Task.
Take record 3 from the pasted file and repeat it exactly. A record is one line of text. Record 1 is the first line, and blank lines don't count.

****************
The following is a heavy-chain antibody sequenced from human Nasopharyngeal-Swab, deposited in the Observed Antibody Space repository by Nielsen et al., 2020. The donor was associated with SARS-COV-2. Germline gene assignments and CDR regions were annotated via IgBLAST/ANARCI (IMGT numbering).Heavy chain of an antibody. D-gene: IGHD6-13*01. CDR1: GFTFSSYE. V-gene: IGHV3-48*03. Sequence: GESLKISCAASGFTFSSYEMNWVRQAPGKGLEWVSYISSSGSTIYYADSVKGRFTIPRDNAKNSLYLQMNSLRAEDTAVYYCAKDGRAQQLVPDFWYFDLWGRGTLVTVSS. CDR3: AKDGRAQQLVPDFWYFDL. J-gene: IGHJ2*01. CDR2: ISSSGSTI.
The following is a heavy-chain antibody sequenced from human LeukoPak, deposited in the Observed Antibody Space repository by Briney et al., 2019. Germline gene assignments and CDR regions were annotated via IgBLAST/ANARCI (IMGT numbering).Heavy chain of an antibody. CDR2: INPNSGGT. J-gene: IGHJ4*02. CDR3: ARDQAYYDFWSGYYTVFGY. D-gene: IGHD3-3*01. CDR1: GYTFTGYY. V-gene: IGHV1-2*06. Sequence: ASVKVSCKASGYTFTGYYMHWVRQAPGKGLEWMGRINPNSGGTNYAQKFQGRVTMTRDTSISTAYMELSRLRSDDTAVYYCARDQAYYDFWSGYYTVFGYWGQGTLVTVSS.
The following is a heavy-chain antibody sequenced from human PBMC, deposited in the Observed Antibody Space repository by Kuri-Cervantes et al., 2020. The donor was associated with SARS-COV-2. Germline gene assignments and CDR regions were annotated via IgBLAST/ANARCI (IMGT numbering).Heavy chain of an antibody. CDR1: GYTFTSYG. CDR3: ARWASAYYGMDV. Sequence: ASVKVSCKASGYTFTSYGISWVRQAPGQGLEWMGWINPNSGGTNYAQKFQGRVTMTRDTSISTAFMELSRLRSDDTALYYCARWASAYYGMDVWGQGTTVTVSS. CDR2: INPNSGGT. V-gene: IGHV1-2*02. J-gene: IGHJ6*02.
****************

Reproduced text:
The following is a heavy-chain antibody sequenced from human PBMC, deposited in the Observed Antibody Space repository by Kuri-Cervantes et al., 2020. The donor was associated with SARS-COV-2. Germline gene assignments and CDR regions were annotated via IgBLAST/ANARCI (IMGT numbering).Heavy chain of an antibody. CDR1: GYTFTSYG. CDR3: ARWASAYYGMDV. Sequence: ASVKVSCKASGYTFTSYGISWVRQAPGQGLEWMGWINPNSGGTNYAQKFQGRVTMTRDTSISTAFMELSRLRSDDTALYYCARWASAYYGMDVWGQGTTVTVSS. CDR2: INPNSGGT. V-gene: IGHV1-2*02. J-gene: IGHJ6*02.